It has appeared to me, therefore, that no text could be more suitable than this for the present occasion; when you, my reverend brethren, together with the several other friends before me who are to be attached to the mission, are about to proceed to Western Africa, under the auspices of our Society, for the purpose of contributing your endeavours, so far as you may



have opportunity, for bringing about this great consummation.

Permit me then to direct your attention, I. To the great EVENT to which we are encouraged to look forward; the establishment and glory of the church.

II. To the MEANS by which this event will be accomplished; the raising up men of fervent piety to enter on the high work of propagating the Gospel, whilst the church generally assists and animates them by her exhortations and prayers.


Hitherto she has never seen the days to which the energetic language of prophecy has directed her expectation. The Messiah has indeed appeared, and the predictions which related to his person and sufferings have been literally fulfilled. The foundation has been laid in Zion. On this she has stood, and will continue to stand secure. Not the gates of Hell can prevail against her. Multitudes have in every age acknowledged the sceptre, and adorned the grace of the Prince of Life. In this view the church has long been established, and been made a praise in the earth. But the promise,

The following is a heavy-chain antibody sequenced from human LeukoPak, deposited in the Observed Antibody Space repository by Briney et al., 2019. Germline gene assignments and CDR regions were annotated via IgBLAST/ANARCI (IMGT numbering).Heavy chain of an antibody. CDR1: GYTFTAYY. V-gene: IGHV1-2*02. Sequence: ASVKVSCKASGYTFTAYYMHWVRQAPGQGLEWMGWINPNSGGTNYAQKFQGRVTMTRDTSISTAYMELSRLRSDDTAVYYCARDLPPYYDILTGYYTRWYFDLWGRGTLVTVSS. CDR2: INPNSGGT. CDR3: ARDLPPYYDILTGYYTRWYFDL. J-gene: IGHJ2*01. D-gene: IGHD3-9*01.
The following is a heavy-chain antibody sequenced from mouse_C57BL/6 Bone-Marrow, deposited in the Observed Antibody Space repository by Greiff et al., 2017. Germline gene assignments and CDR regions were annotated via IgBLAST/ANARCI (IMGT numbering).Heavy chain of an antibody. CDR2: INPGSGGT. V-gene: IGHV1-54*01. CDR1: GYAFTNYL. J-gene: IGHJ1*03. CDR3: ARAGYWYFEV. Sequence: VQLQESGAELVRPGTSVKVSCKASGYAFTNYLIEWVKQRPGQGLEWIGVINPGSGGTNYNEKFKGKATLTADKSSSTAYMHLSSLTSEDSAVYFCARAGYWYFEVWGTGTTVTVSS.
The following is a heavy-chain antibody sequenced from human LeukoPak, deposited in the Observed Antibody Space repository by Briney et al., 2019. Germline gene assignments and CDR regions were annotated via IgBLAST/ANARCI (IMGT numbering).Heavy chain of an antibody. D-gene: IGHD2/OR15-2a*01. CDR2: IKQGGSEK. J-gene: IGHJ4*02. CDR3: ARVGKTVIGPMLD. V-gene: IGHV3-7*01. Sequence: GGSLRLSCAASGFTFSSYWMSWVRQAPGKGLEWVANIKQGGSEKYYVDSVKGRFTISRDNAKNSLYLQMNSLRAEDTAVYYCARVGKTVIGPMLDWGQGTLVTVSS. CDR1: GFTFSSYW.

as it not only embraces the stupendous fact of the Incarnation, and some of its immediate consequences, but regards the full effects of this act of mercy in the illumination and salvation of the world, has never yet received its accomplishment. For what is the history of the Christian religion? What is, in fact, the present state of it, and what has been its state for the last fifteen hundred years? Is it, in any comprehensive sense, the praise of the earth? propagation of Christianity in the two or three first centuries, was indeed rapid. The church appeared likely to be firmly established throughout the world. The praise of the Gospel sounded from every quarter of the globe. A very large portion of Asia, most of the divisions of Europe, with no inconsiderable part of Northern Africa, received the word of salvation. The eyes of mankind were attracted to the splendour of the rising light. But how soon was this light obscured! How soon was the march of truth suspended! How rapidly did the life and power of the religion of Christ decline, and with them the zeal which once animated Christians for propagating the Gospel! Even in the second century, the introduction of a vain philosophy began to weaken the stability of many parts of the sacred edifice. The public reception and establishment of Christianity by the Roman Emperors, great as the blessing in itself